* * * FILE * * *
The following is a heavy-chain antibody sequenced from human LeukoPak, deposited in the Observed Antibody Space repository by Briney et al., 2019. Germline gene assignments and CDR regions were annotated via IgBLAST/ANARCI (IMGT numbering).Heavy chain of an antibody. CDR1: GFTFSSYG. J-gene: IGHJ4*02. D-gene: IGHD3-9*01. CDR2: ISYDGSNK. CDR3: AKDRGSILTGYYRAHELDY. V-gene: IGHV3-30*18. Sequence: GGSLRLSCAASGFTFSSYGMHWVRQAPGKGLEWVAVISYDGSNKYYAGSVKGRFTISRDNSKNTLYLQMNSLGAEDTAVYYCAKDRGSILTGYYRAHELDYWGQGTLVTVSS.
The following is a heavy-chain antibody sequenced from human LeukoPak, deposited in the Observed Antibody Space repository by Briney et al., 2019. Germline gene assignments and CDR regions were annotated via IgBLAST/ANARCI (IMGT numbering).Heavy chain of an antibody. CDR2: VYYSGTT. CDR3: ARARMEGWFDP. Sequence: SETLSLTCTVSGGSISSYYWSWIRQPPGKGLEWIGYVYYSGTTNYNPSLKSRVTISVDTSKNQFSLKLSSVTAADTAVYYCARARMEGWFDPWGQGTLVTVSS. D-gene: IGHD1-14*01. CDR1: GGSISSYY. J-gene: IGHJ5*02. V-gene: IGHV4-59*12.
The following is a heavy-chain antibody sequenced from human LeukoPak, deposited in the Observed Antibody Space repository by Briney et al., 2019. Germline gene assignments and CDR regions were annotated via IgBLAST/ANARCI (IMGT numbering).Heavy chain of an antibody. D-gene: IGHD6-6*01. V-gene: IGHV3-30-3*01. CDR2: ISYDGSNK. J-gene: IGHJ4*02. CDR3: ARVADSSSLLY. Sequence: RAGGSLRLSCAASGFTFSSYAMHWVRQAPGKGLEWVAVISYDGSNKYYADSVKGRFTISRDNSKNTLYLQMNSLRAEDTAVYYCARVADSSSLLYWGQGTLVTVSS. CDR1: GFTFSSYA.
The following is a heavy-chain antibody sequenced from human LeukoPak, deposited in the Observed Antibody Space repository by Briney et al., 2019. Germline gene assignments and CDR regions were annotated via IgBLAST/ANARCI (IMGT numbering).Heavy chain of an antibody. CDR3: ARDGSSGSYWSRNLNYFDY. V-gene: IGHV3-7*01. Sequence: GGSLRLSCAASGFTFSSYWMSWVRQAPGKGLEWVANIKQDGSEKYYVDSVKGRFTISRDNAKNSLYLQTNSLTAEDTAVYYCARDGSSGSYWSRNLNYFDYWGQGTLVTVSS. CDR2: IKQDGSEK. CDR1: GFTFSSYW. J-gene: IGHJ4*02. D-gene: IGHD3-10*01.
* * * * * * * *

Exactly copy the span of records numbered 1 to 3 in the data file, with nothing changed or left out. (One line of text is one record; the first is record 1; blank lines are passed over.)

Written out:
The following is a heavy-chain antibody sequenced from human LeukoPak, deposited in the Observed Antibody Space repository by Briney et al., 2019. Germline gene assignments and CDR regions were annotated via IgBLAST/ANARCI (IMGT numbering).Heavy chain of an antibody. CDR1: GFTFSSYG. J-gene: IGHJ4*02. D-gene: IGHD3-9*01. CDR2: ISYDGSNK. CDR3: AKDRGSILTGYYRAHELDY. V-gene: IGHV3-30*18. Sequence: GGSLRLSCAASGFTFSSYGMHWVRQAPGKGLEWVAVISYDGSNKYYAGSVKGRFTISRDNSKNTLYLQMNSLGAEDTAVYYCAKDRGSILTGYYRAHELDYWGQGTLVTVSS.
The following is a heavy-chain antibody sequenced from human LeukoPak, deposited in the Observed Antibody Space repository by Briney et al., 2019. Germline gene assignments and CDR regions were annotated via IgBLAST/ANARCI (IMGT numbering).Heavy chain of an antibody. CDR2: VYYSGTT. CDR3: ARARMEGWFDP. Sequence: SETLSLTCTVSGGSISSYYWSWIRQPPGKGLEWIGYVYYSGTTNYNPSLKSRVTISVDTSKNQFSLKLSSVTAADTAVYYCARARMEGWFDPWGQGTLVTVSS. D-gene: IGHD1-14*01. CDR1: GGSISSYY. J-gene: IGHJ5*02. V-gene: IGHV4-59*12.
The following is a heavy-chain antibody sequenced from human LeukoPak, deposited in the Observed Antibody Space repository by Briney et al., 2019. Germline gene assignments and CDR regions were annotated via IgBLAST/ANARCI (IMGT numbering).Heavy chain of an antibody. D-gene: IGHD6-6*01. V-gene: IGHV3-30-3*01. CDR2: ISYDGSNK. J-gene: IGHJ4*02. CDR3: ARVADSSSLLY. Sequence: RAGGSLRLSCAASGFTFSSYAMHWVRQAPGKGLEWVAVISYDGSNKYYADSVKGRFTISRDNSKNTLYLQMNSLRAEDTAVYYCARVADSSSLLYWGQGTLVTVSS. CDR1: GFTFSSYA.